Living with The ‘Crazies’ Amongst Us

This piece looks at some of issues of abnormal people living within the general population and what is the risk that we will somehow be personally affected.

The horrific incident that occurred in Aurora, Colorado is only the latest of a long series of actions that occur from time to time committed on the general population. Our first response, beyond revulsion, is to search out why something so horrific could happen. As we come to grips with the reality of the incident, we question if there was anything displayed by the perpetrator that would be an indication of the perpetrator’s future action/s. This is much different than our understanding of routine violent action perpetrated in the commission of a crime. What makes that difference?

Violent acts that occur during the commission of crimes are what are called goal directed behavior/s. The perpetrator/s has specific goals in the commission of these acts. Armed robbery, assault, homicide, breaking and entering, etc; all are acts that follow some sort of common logic, even though the act itself appears to be illogical. Ferreting out the intent, the history of the individual, etc. usually provides us a fairly good idea why this particular individual committed this particular act. Just like someone who commits armed robbery and then kills the victim; it is logical that he doesn’t want to be identified as the perpetrator of the armed robbery, thus, killing the victim. We can usually take preventative action/s to prevent ourselves from becoming victims by altering our behaviors such as not travelling in high-crime areas late at night. Our ability to take command and control of our possible victimization is empowering and some take it even a step farther by arming themselves against such aggression. However, with the perpetrator who commits random acts of unanticipated violence, our system of risk probability is inadequate and we find ourselves completely vulnerable.

What makes the single individual “lone wolf” so dangerous is that there may or may not be any preceding behavior that is recognized, resulting in such an incident. James Holmes, the Aurora shooter, is a prime example. From what we know now; he grew up living in an affluent area, in a stabile family, he was bright and high achieving academically and seemed to be a pretty stabile individual. But, from the surfacing reports; his recent behavior had taken some unexpected changes. What happened to this kid?

You have to understand that I am now only speculating, but the possibility is that latent schizophrenia began to manifest itself. He is in the right age group and right gender for onset of the condition. Jared Loughner, the Tucson shooter, also met this profile. Schizophrenia for this group usually manifests sometime during middle adolescence to young adulthood, from age 15 through 25, and it also affects some females as well. Another fact about schizophrenia is that it only affects between 0.3 to 0.7 percent of the population. Therefore, it is extremely rare and can only be identified and diagnosed through observation and self-reports, making early diagnosis very difficult. With many who begin manifesting the symptoms after gaining majority independence, their family and associates may not even be aware of the changes that have occurred.  More likely, the average person will come into contact with other types of psychosis rather than schizophrenia. Chronic depression, bi-polar disorders, obsessive compulsive disorders, etc. are much more common, making contact with such a disorder more likely. However, these disorders have not been associated with the “lone wolf” behavior. I guess in one sense we should feel lucky that violent schizophrenia is so rare. One report I read indicated that the type of incident like Aurora, on average, only occurs about four times a year.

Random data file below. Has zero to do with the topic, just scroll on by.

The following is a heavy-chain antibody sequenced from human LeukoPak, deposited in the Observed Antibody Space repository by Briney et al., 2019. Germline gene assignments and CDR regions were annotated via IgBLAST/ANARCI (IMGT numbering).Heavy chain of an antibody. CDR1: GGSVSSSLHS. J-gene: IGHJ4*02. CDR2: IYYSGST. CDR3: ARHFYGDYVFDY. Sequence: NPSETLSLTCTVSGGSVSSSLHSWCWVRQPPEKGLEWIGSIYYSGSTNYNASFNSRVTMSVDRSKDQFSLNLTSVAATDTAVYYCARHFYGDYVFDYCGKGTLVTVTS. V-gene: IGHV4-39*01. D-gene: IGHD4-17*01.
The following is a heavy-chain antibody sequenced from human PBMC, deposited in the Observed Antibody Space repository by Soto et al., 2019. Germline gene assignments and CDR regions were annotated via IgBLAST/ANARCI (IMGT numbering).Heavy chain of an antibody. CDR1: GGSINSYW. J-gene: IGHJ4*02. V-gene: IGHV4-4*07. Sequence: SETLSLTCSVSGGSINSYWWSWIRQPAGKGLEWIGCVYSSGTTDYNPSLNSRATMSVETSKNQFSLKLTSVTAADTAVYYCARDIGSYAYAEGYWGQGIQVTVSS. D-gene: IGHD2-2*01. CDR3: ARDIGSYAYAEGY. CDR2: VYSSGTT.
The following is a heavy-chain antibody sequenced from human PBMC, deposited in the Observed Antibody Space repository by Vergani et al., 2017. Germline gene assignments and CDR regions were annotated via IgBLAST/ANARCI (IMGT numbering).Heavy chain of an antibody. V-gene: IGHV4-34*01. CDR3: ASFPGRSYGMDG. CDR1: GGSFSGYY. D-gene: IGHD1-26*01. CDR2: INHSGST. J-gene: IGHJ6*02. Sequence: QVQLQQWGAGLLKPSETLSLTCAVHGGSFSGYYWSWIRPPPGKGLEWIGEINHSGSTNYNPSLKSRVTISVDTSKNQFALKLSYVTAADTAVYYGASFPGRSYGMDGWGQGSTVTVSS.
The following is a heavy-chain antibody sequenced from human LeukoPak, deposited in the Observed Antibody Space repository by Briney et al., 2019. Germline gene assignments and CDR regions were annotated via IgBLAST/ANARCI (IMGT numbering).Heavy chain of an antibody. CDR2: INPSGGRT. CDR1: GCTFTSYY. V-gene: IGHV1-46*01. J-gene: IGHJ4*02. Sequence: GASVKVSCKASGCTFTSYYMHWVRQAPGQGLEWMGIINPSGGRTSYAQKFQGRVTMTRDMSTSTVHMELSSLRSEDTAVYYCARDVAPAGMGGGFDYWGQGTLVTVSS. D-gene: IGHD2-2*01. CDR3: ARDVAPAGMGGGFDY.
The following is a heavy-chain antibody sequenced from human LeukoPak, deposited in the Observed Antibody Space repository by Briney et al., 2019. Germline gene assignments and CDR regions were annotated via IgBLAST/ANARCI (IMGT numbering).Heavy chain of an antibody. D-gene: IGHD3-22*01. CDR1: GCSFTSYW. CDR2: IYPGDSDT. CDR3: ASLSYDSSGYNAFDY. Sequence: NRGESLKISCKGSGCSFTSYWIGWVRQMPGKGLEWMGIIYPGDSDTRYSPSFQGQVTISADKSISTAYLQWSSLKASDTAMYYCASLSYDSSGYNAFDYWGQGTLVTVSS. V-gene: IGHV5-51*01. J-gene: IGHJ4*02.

Although the risk to public safety from a lone wolf is there, the probability of it occurring is so small, to overly express concern is not warranted. What presents the greatest danger to the general population is the drunk driver, the overly confident teen driver, distracted drivers, etc. This is where our attention should be focused.

What should be taken away from this piece, is to go and enjoy your movie and leave your firearm in the car.

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Brian Carlson July 28, 2012 at 07:26 PM
2:25 pm on Saturday, July 28, 2012 I actually dont think it is a straw man argument. Gun supporters claim it's not the weapon that kills. I say I would much prefer to have someone leap up in a movie theater who had only a knife or a simple pistol than meet the guy with the 100 mag semi auto assault weapon. If the weapon makes no difference then... Why not any weapon...or do you want everything permitted? If you see some sense in restricting people from owning armored humvees.... Give me your rationale please. What does the second amendment cover according to you?
Brian Carlson July 28, 2012 at 07:26 PM
I hope other gun advocates will chime in here....
Matt Stevens July 28, 2012 at 08:04 PM
Matt Stevens July 28, 2012 at 08:06 PM
"I say I would much prefer to have someone leap up in a movie theater who had only a knife or a simple pistol than meet the guy with the 100 mag semi auto assault weapon." Or the 30 illegal hand grenades the killer had made? "What does the second amendment cover according to you?" It covers firearms.
James R Hoffa July 28, 2012 at 08:16 PM
Chemical and biological weapons are over the top. Conventional weapons are not.


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